—Jan Barnes, via sandiegodowntownnews.com
I’m delighted that we’ll be getting that plaza back!
—Irma Jones, via sandiegodowntownnews.com
I’m delighted they tore down that BLOCK of a building, with the turnover occupants, which dwarfed the park into obscurity. Now we have a clear view, — almost a vista — to Balboa Theatre. I was against Westfield’s Horton Plaza, for many historical reasons. Well karma to them! Too bad for the loss of all those little single-screen theaters that faced the park … ah well, hey that’s progress, right?
A side note of trivia: Last May (?) in the Union Tribune, covering V-E Day, they carried a photo of a sailor being dunked into unknown fountain. Nay … it was quite easy to know … see it was this very same fountain, of Horton Plaza Park.
—Mitch K, via via sandiegodowntownnews.com
[Ref: A path toward mixed reaction,” Vol. 17, Issue 4, or online at tinyurl.com/zzaahqq]
In your Downtown Mobility Plan article, Little Italy resident Anne Eichmann said the plan needs “more of a sense of synergy.” If I understand correctly, the plan removes no existing street parking in Little Italy — it only decreases the number of planned angled/head-in parking conversions from 135 to 85. Residents and visitors will be able to safely reach neighborhood businesses by bike, while drivers will enjoy increased street parking (not to mention a new 640 space parking garage). That is synergy. Removing all of the planned protected bike lanes from the core of Little Italy, as Ms. Eichmann is advocating, is not synergy.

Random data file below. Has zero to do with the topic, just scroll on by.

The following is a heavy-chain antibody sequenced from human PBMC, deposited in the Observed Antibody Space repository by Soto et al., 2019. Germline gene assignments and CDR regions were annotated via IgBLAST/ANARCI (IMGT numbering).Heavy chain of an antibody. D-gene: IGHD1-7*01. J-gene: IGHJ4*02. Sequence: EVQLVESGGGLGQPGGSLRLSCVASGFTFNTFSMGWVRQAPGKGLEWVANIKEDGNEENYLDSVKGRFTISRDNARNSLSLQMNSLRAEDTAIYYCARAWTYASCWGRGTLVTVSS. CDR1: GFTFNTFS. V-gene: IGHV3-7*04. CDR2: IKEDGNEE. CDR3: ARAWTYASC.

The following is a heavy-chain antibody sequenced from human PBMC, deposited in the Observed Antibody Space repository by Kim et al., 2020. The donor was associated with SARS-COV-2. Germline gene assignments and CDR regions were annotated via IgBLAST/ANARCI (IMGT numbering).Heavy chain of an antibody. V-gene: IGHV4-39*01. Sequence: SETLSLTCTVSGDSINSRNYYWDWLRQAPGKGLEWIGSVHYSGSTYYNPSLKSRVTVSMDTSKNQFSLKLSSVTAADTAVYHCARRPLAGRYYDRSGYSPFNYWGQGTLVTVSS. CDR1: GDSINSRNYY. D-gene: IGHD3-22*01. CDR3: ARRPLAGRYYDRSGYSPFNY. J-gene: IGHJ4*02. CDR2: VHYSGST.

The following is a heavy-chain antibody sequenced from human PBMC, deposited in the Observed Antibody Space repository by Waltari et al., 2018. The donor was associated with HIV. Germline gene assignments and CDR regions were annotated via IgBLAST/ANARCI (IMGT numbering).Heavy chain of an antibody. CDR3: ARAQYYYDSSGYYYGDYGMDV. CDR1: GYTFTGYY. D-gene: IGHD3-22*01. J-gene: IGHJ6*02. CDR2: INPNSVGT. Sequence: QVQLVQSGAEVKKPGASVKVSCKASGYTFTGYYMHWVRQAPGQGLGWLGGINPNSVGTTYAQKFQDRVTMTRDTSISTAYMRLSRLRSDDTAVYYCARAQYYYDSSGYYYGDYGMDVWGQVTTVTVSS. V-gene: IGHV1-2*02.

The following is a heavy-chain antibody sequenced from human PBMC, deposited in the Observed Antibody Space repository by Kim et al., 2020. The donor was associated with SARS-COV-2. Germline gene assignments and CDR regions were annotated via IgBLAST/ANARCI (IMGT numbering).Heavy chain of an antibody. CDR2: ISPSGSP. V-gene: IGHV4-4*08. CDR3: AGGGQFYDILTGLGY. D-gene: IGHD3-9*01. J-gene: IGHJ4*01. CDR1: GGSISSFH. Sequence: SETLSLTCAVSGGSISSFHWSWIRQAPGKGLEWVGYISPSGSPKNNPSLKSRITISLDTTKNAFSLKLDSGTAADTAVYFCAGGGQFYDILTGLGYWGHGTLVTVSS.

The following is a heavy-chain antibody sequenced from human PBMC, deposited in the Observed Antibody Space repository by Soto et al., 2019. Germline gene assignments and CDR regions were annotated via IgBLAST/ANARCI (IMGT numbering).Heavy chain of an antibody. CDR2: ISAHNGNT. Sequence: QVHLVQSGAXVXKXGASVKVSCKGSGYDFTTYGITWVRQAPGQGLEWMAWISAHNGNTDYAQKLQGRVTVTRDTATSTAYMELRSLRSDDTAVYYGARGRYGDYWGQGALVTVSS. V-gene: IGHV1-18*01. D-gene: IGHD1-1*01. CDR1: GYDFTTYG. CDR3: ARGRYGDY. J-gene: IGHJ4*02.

The Little Italy Association (LIA) also opposes any reduction in the number of future street parking conversions. Yet LIA removes dozens of existing street parking spaces every Saturday for its farmers market.
At the Downtown Community Planning Committee meeting, a Little Italy business owner said the Plan would “destroy our community.” Considering that Little Italy is thriving now, how would adding 85 street parking spaces, plus safe bicyclist access to businesses, destroy it?